1. Historic District Signage.
2. New Building Inspector.
3. Public Restriction Tract Index
4. Rubber Sheeting
5. Archeological Ordinance.
6. National Landmark Status.
7. Sidewalk Maintenance Plan.
8. Utility Lines Undergrounding.
9. Demolition Delay Expansion.
10. Tree Commission Support.
11. LHD Expansion.
I often wondered what the response would be if the homeowners on the National Register were informed that their house has such a designation. I think many would be surprised. Positioned carefully, they just might become advocates.
-Allyson Lawless, October, 2012
The seeds for the recent troubles of 2012 concerning the local historic district were sown long ago in the 80’s. When the National Register of Historic Places awarded the designation to the Newburyport Historic District, the first thing they requested for the city to do was to put up signage.
AND IT WAS NEVER DONE.
Even as our restored downtown became a great attraction and caring citizens began the hard work of restoring their homes; the actual district was conveniently ‘forgotten’. For fear that more highly qualified artisans and developers familiar with historic restoration from outside the city would eclipse the local craftsmen, every effort was made to push the whole idea out of the conscience of the average citizen.
And the years went by. Even the members of the Historical Society of Old Newbury so instrumental in saving Newburyport began to leave the concept of architectural preservation in the ash heap of history.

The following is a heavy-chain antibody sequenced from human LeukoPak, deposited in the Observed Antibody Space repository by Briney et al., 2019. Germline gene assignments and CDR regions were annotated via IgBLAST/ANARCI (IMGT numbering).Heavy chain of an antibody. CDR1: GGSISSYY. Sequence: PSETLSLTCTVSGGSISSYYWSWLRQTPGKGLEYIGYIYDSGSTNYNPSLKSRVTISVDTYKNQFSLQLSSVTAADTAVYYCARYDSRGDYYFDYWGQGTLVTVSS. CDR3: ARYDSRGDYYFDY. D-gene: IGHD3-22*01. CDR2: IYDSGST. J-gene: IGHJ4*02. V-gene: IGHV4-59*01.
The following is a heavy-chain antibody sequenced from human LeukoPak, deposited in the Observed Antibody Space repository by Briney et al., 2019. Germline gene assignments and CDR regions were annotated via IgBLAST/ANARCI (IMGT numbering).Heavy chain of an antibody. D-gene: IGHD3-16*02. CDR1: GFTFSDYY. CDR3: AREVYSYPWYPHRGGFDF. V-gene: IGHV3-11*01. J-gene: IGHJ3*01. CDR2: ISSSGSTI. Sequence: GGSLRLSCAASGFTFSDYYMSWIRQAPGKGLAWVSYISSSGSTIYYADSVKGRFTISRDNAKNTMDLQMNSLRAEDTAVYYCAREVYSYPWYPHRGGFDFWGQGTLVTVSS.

Thus it was no surprise that in the passing of time, we had a great number of people who moved to Newburyport who didn’t even know our culture, our history or what caused the city to be so affluent. Many moved to the twelve non-historic neighborhoods and thought it was ‘just the way it is’ that our city was so attractive to so many. Others just loved the ‘prettiness’ of our buildings and neighborhoods and never even thought to explore the details or what history caused all this ‘loveliness’. Shallower still, many thought it was our funky coffee houses, shops and restaurants and our local marinas that made us so affluent.
And thus with a great wave of ignorance and a small vested minority of detractors fueling with misinformation, the unthinkable became true – a resistance against the very concept of historic preservation.
The city with its 104 silly signs that run from Route 95 to Atkinson Common; nary has a one that announces that anyone is entering the Newburyport Historic District.
One should be placed at the corner of Marlboro & High in the east.
One should be placed at the three corners by Atkinson Common in the west.
One should be placed at the corner of Ashland and Merrimac in the east.
One should be placed at the bay facing corner where Union and Water meet.
And one should be placed on State Street just north of the shopping strip where Ipswich National Bank and the New England Wine & Spirits is located. One certainly should be placed at the bottom of the ramp coming off of Route One South.
The issue of placing these signs up should be the litmus test for future city and mayoral candidates and it should be pushed hard in our planning & development office. Then and only then will we know the true motives & visions of those who wish to serve our great city.
PS. Another indication as to reluctance to inform the general public of the existence of our historic district; no offer to acquire and purchase the www.newburyporthistoricdistrict.org site has been made by the city. I would pass it happily on to the planning office for a nominal fee but no such effort has been made – a sad but interesting sign. (Nor has the Preservation Trust for that matter!)
Ñew signage may look like this: http://www.cbsnews.com/8301-202_162-57565977/bar-codes-on-rios-sidewalks-give-tourist-info/
My walking app porthistory.org takes advantage of bar codes, and there is one on a house sign at 10 Spring St